There are a lot of stories related to the rebuilt, classicist building standing on the odd side of the Solidarność Avenue, almost at the corner of Plac Bankowy. During the occupation, this address was incorporated into the ghetto. Its commodious rooms housed wards of the Jewish Hospital in Czyste, whose headquarters were located outside the ghetto.
Before the war, however, it was the seat of the National Spirits Monopoly. Earlier, until May 1925, the building housed the “Central” Theatre – one of Warsaw's permanent Jewish scenes. What family tales connect Mieczysław Weinberg to this place?
Mieczysław Weinberg's childhood and youth is a collection of memories that are difficult to arrange into a coherent story. In the official interviews given in the USSR, he tried to reveal as few details as possible, so that no one could use them against him or his relatives. Similarly, he edited his official biographies produced for the needs of the Soviet bureaucracy. By doing so, he probably kept from remembering his own traumatic experiences: the escape from Warsaw at the beginning of the war, as well as the imprisonment and persecution in the USSR in the 1940s and 1950s.
In 1919, in the hall of the “Central” theatre at 1 Leszno Street, the founding meeting of the Union of Jewish Artists was hosted, attended by Shmuel Weinberg who also joined the board of the organisation.
Actress Sonja Weinberg (or Sonja Karl) was also associated with the “Central” theatre. Her name appears in various reminiscences about Mieczysław and his father, but in such different contexts that the researchers cannot agree upon her relationship with the two men. Some claimed she was Shmuel’s wife and a mother to his son. According to another hypothesis, she could have been Shmuel’s first wife, with whom he divorced before marrying the mother of his children: Mietek and Estera. Another hypothesis claims that she was Shmuel’s sister. According to family memories, at the turn of the century, a numerous group of twelve Weinberg siblings lived in Kishinev. A posed photograph of Shmuel and his sisters Sonja and Adela has survived to our times – we do not know the names of the other siblings. What we do know today is that Sonja Weinberg was associated with the “Central” theatre.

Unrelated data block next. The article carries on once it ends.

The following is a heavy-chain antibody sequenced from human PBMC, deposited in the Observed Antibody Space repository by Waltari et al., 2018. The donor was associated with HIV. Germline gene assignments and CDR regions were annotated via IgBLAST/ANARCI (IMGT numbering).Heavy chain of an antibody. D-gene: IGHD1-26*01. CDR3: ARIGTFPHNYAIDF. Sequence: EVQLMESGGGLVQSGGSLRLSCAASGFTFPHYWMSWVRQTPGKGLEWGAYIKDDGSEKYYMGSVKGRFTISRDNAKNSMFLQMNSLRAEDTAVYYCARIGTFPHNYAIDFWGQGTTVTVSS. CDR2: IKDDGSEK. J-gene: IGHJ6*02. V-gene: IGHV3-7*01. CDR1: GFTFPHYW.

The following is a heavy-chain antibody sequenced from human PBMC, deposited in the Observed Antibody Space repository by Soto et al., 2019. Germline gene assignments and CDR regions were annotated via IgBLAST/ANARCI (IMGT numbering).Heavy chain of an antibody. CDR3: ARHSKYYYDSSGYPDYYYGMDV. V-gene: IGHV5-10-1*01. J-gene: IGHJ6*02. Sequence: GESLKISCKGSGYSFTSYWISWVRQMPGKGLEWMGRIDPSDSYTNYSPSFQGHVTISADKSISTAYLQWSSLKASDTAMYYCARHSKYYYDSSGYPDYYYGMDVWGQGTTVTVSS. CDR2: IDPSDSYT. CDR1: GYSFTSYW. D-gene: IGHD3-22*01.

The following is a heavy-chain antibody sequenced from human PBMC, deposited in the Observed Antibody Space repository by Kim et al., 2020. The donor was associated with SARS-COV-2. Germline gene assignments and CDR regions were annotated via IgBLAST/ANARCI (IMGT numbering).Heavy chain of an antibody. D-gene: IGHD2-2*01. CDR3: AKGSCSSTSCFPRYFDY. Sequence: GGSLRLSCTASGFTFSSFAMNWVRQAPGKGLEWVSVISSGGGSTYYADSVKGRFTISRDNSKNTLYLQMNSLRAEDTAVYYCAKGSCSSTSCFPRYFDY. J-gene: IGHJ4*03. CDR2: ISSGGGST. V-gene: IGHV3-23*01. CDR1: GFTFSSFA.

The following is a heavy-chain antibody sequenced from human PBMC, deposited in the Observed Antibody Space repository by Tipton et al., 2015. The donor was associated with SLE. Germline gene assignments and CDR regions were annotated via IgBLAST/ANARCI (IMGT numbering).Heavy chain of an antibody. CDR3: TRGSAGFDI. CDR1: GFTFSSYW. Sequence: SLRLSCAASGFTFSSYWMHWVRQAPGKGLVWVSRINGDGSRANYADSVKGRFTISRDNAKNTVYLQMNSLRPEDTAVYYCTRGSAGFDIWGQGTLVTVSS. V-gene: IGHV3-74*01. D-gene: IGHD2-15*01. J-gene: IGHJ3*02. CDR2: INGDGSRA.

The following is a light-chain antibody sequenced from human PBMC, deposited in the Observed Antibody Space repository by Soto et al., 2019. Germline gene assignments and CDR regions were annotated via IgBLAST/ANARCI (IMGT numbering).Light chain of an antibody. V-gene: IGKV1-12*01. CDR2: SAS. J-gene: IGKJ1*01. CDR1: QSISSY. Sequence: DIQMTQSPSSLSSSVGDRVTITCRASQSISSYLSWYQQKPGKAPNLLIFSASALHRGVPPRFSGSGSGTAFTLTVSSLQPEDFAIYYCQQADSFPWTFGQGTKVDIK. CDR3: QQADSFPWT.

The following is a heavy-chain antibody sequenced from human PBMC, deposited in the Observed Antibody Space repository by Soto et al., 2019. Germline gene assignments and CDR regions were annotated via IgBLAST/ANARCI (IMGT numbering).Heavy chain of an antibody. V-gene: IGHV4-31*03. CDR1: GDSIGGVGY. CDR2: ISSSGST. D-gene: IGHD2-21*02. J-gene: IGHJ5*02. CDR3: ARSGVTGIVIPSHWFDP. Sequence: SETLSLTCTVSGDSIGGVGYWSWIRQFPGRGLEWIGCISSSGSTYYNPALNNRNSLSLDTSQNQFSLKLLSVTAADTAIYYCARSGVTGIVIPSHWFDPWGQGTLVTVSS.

Shmuel began collaborating with the theatre immediately after arriving in Warsaw during World War I. Royalties for performances at the “Central” had to be an important item in the household budget, because after the theatre closed and the ensemble was disbanded in the mid-1920s, Weinberg senior registered as unemployed.
In 1914, right before the war, I came to Łódź to conduct for the Zandberg troupe. In 1916, I ended up in the “Central” theatre in Warsaw, opposite the newly created “Scala” theatre
– this is a fragment of Shmuel Weinberg’s biography, published in the "Lexicon of Yiddish Theatre" by Zalmen Zylbercweig. The same source (although questionable) contains information about the family and artistic life of Sonia Weinberg.
It is possible that the “Central” theatre, which shut down in the mid-1920s, was confused with another, similarly named theatre, which operated at the same time as the “Scala”. Indeed, at the beginning of the 1930s, at 9 Dzika Street there was a theatre scene called “Central”, but it was not a continuation of the theatre from Leszno Street. This theatre closed down in 1933, and its hall was converted into the "Unia" cinema.